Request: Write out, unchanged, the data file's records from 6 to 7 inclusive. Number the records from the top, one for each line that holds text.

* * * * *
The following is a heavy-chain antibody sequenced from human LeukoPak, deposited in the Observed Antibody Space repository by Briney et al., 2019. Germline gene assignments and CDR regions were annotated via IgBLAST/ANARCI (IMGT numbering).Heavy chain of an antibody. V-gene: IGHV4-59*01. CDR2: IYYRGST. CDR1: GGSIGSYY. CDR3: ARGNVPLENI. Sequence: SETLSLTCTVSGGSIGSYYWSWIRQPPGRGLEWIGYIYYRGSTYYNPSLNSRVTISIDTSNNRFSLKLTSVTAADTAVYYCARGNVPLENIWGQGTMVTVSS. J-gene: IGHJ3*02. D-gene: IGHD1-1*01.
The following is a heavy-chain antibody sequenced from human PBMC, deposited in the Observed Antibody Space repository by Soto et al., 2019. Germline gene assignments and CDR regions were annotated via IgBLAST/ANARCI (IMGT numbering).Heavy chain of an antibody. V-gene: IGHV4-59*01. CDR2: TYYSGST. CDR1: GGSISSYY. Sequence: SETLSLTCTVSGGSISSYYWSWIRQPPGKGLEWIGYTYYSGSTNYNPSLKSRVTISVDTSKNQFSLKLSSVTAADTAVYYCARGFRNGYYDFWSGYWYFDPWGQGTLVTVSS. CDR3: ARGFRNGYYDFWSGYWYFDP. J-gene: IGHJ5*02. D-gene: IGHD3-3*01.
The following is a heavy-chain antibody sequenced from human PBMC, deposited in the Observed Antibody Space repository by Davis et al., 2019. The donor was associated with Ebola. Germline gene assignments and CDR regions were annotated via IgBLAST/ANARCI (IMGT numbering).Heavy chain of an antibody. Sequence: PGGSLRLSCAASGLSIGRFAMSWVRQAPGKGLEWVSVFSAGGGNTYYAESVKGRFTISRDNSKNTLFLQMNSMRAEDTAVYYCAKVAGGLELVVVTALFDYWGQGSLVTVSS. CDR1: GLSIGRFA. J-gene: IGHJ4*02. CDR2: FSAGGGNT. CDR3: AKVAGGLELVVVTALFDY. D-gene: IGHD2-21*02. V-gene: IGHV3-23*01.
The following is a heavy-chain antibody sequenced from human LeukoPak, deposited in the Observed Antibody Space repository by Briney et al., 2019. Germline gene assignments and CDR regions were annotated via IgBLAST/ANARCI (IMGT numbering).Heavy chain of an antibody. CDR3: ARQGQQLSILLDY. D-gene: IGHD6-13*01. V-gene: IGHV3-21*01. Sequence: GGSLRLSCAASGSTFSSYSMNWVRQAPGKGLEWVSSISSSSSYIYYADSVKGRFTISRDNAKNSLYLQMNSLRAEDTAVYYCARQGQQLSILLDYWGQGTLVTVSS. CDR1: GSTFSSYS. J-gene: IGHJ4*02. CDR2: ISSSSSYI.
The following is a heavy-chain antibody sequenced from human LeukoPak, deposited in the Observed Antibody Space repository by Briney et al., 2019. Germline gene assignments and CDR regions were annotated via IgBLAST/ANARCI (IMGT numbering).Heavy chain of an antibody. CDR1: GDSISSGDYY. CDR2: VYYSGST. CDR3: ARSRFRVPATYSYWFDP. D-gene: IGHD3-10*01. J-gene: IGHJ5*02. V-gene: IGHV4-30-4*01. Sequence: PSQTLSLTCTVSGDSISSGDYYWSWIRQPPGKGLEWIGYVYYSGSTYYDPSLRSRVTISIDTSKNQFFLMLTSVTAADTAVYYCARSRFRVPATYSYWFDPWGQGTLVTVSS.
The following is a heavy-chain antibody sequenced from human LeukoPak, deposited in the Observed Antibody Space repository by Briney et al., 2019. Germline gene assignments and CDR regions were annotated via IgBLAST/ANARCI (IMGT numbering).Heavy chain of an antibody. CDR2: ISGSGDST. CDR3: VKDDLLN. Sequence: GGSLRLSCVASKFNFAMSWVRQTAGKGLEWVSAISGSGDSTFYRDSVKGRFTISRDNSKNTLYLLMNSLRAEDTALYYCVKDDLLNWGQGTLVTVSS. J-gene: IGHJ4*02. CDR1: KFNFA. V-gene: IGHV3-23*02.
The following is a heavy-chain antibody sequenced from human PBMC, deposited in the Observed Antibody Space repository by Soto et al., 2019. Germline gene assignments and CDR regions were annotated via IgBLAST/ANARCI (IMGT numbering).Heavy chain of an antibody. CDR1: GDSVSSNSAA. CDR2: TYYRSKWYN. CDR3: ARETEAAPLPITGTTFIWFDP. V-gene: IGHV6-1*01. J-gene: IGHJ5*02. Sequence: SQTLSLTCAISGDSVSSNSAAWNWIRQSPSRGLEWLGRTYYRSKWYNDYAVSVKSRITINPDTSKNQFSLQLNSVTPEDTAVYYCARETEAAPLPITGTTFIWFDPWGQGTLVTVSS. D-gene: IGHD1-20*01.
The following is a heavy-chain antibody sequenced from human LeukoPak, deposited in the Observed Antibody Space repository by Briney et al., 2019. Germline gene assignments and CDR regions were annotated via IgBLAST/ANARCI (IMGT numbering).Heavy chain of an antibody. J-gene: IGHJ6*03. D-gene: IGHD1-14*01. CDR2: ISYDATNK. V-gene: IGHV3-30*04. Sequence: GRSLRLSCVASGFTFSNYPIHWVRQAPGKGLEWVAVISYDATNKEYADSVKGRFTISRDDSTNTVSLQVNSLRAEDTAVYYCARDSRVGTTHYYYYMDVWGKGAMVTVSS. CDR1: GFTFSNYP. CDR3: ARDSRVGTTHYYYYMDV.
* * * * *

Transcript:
The following is a heavy-chain antibody sequenced from human LeukoPak, deposited in the Observed Antibody Space repository by Briney et al., 2019. Germline gene assignments and CDR regions were annotated via IgBLAST/ANARCI (IMGT numbering).Heavy chain of an antibody. CDR2: ISGSGDST. CDR3: VKDDLLN. Sequence: GGSLRLSCVASKFNFAMSWVRQTAGKGLEWVSAISGSGDSTFYRDSVKGRFTISRDNSKNTLYLLMNSLRAEDTALYYCVKDDLLNWGQGTLVTVSS. J-gene: IGHJ4*02. CDR1: KFNFA. V-gene: IGHV3-23*02.
The following is a heavy-chain antibody sequenced from human PBMC, deposited in the Observed Antibody Space repository by Soto et al., 2019. Germline gene assignments and CDR regions were annotated via IgBLAST/ANARCI (IMGT numbering).Heavy chain of an antibody. CDR1: GDSVSSNSAA. CDR2: TYYRSKWYN. CDR3: ARETEAAPLPITGTTFIWFDP. V-gene: IGHV6-1*01. J-gene: IGHJ5*02. Sequence: SQTLSLTCAISGDSVSSNSAAWNWIRQSPSRGLEWLGRTYYRSKWYNDYAVSVKSRITINPDTSKNQFSLQLNSVTPEDTAVYYCARETEAAPLPITGTTFIWFDPWGQGTLVTVSS. D-gene: IGHD1-20*01.